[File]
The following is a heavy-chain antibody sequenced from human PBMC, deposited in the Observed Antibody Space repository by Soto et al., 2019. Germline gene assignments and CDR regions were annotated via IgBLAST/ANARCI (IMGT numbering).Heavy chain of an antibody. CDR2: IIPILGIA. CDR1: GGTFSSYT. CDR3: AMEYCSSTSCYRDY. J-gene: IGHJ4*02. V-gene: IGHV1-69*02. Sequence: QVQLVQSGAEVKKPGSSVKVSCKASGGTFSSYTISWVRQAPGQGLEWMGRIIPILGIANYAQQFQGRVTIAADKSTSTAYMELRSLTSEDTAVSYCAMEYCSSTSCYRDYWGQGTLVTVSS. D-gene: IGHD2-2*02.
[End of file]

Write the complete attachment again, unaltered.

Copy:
The following is a heavy-chain antibody sequenced from human PBMC, deposited in the Observed Antibody Space repository by Soto et al., 2019. Germline gene assignments and CDR regions were annotated via IgBLAST/ANARCI (IMGT numbering).Heavy chain of an antibody. CDR2: IIPILGIA. CDR1: GGTFSSYT. CDR3: AMEYCSSTSCYRDY. J-gene: IGHJ4*02. V-gene: IGHV1-69*02. Sequence: QVQLVQSGAEVKKPGSSVKVSCKASGGTFSSYTISWVRQAPGQGLEWMGRIIPILGIANYAQQFQGRVTIAADKSTSTAYMELRSLTSEDTAVSYCAMEYCSSTSCYRDYWGQGTLVTVSS. D-gene: IGHD2-2*02.